2. In Europe during the fifteenth-century, toasted and spiced bread was put in glasses of wine to flavor the beverage. It was sort of like adding a twist of lime to a shot of Tequila, or adding giant green olives to a Martini. When someone was being honored at a celebration, those giving the speeches started to refer to the honoree as “the toast,” because he (it was usually a ‘he’) added flavor to the gathering.
  3. It was originally a reference to money, and wishing some of it on the honored person. It came from the slang word ‘bread,’ meaning money. Toast meant hard cash, and ‘giving a toast’ therefore meant to wish good fortune on the honoree.

Personally, I prefer choice A. Has a good ring to it. But if you chose choice B, you are a winner! And, just to mix some metaphors here, I take my hat off to you.

In the final analysis, I guess the best bet for Valentine’s Day is to take Glorious Spouse out for a special dinner. There is such a connection between love and food! It is said that Marc Antony once gave his cook a whole town after Cleopatra praised a sauce he had made. But where can I take her that is special enough? If I could ‘Fly Me to the Moon,’ I could take her to the first restaurant that recently opened up there. I hear the food is really great, but the place doesn’t have any atmosphere. (I should probably keep my day job, don’t you think?)

Anyway, being devoted to Low Carb, we tend to prefer restaurants that serve a good choice of meat dishes, so it’ll probably be some fancy chop house. A great steak, a rack of lamb, now that lights my fire! I find it really hard to understand how anyone can be a vegetarian. Glorious Spouse told me a few weeks ago about a friend of a friend. “She never eats any meat. She lives on nothing but tofu, fruit, soybeans, and a bunch of vegetables that no one else will even allow in their homes!” Aren’t those the things that food eats?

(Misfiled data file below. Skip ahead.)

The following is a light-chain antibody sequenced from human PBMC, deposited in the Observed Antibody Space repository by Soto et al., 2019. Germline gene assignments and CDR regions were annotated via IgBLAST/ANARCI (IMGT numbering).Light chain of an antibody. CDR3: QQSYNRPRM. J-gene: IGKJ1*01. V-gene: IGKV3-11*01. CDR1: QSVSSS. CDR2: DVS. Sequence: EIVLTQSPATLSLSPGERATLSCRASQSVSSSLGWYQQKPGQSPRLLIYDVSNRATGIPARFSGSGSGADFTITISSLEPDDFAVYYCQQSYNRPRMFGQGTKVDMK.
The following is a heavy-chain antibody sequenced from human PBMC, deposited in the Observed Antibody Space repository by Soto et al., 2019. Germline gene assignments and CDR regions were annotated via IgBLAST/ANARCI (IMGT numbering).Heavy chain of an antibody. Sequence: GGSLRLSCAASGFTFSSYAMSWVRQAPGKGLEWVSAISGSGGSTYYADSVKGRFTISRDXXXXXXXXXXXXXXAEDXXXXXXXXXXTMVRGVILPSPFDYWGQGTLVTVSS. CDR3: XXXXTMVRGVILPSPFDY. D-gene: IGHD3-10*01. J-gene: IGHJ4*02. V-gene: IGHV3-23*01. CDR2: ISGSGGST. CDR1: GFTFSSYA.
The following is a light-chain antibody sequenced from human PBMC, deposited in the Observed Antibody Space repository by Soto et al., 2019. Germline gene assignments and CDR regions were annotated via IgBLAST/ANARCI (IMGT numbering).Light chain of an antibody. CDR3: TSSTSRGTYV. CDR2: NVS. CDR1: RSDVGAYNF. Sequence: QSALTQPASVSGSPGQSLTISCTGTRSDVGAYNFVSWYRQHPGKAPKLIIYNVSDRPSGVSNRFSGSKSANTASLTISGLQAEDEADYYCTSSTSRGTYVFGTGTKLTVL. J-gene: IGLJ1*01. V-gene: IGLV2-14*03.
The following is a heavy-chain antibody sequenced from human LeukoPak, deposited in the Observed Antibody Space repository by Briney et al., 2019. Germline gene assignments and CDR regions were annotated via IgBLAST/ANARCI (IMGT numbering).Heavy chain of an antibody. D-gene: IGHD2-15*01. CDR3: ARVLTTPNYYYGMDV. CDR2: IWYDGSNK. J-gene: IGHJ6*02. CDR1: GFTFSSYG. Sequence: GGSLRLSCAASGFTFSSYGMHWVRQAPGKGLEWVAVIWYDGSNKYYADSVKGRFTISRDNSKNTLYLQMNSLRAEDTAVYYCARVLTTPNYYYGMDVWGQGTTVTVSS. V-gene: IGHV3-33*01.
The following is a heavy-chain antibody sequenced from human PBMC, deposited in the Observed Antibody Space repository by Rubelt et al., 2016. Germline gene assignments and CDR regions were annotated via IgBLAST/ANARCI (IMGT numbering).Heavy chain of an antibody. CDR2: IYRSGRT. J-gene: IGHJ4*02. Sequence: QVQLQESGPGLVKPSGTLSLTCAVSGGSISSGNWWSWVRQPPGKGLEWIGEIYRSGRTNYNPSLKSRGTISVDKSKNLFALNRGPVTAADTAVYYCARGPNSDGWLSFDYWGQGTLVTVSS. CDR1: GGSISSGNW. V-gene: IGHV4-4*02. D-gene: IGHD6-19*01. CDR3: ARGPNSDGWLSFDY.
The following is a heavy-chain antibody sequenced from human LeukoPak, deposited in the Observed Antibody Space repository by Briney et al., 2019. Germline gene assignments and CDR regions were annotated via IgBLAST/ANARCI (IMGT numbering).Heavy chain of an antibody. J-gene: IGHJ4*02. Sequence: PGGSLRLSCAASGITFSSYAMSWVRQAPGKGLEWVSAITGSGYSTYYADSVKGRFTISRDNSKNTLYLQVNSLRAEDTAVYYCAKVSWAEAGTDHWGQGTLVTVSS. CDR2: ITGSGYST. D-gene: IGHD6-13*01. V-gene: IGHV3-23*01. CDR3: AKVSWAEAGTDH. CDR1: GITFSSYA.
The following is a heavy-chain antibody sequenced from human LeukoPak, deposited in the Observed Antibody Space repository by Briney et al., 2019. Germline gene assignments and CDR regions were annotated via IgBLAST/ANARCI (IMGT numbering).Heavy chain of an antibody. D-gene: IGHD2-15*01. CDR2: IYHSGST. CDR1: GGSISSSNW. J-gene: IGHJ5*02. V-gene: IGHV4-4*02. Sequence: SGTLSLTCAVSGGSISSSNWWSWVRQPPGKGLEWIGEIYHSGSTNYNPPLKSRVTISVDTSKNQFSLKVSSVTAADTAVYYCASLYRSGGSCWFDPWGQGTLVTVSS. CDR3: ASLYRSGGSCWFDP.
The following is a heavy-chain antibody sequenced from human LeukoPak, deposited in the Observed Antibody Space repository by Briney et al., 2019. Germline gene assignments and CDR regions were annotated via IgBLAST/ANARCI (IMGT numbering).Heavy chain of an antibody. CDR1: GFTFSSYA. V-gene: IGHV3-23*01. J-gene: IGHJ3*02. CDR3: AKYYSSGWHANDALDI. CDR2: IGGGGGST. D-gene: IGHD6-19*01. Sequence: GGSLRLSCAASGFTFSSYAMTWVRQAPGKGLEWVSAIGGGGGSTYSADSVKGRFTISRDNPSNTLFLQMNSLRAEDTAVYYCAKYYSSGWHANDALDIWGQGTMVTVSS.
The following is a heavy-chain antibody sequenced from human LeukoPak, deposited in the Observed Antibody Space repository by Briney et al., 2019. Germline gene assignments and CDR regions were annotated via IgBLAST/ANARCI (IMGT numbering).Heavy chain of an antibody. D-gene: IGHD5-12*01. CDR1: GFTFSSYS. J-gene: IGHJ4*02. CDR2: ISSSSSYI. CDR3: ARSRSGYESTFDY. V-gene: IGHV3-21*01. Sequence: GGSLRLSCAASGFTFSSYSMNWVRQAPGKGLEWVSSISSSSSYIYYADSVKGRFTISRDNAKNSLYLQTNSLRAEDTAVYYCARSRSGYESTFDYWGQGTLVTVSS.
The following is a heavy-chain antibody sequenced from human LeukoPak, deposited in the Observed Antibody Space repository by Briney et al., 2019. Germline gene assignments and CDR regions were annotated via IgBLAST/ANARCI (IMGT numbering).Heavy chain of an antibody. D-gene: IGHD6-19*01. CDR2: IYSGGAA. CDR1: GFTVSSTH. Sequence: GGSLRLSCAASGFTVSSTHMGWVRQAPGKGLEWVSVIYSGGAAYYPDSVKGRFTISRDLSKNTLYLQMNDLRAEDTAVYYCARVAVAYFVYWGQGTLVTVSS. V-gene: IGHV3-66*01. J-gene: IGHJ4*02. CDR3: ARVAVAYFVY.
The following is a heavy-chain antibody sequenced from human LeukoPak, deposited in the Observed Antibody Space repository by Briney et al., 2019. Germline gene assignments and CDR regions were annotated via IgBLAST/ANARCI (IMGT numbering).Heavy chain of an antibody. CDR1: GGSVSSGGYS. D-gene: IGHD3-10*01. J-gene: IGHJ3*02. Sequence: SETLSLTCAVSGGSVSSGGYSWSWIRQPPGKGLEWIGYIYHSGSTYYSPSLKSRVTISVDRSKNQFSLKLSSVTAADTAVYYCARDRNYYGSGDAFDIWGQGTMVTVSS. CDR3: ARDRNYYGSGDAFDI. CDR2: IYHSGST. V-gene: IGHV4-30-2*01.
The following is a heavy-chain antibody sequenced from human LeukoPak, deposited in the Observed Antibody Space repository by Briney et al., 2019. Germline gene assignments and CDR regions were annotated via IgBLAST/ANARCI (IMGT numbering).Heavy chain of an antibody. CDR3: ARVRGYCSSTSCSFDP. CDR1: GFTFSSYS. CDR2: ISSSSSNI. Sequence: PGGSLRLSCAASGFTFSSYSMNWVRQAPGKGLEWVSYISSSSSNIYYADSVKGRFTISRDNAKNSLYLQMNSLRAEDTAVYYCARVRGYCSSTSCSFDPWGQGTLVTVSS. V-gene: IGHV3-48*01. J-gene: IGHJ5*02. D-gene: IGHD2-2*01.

Nonetheless, no matter how you look at it, food is pretty much in the center of everything. We think about it; we talk about it; we sing about it, (“she likes bread and butter; she likes toast and jam; I saw my baby eatin’, with some other man”); we name dances for it (the ‘mashed potato’, the ‘cake walk’). There’s even an artist who paints nothing but large pictures of it. His paintings depict things like candied apples, hot dogs, gum balls, and pies. When he was asked why food was the major subject of his art work, he rightly replied, “We’re fascinated with it; it’s an art form.”

When I was growing up, my mother had a large cookbook with a white cover. I don’t remember the name of the book, but I can still see the caption in my mind’s eye. In red letters, it read: ‘The way to a man’s heart is through his stomach.’ The compelling relationship between romance and eating cries out for a treatise on aphrodisiac foods, but that’s a story that will just have to wait for another day. Right now, I’m busy with construction paper, scissors, glue, and glitter. I’m making a Valentine’s Day card for you-know-who. I know the way to her heart!


ZACK GRADY and Glorious Spouse sitting in a Southern Californian Tree, k-i-S-S-i-n-G!

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Eating Over The Sink

ZACK GRADY writes from Southern California. He reads cookbooks, but mostly, he just adds garlic and hot sauce.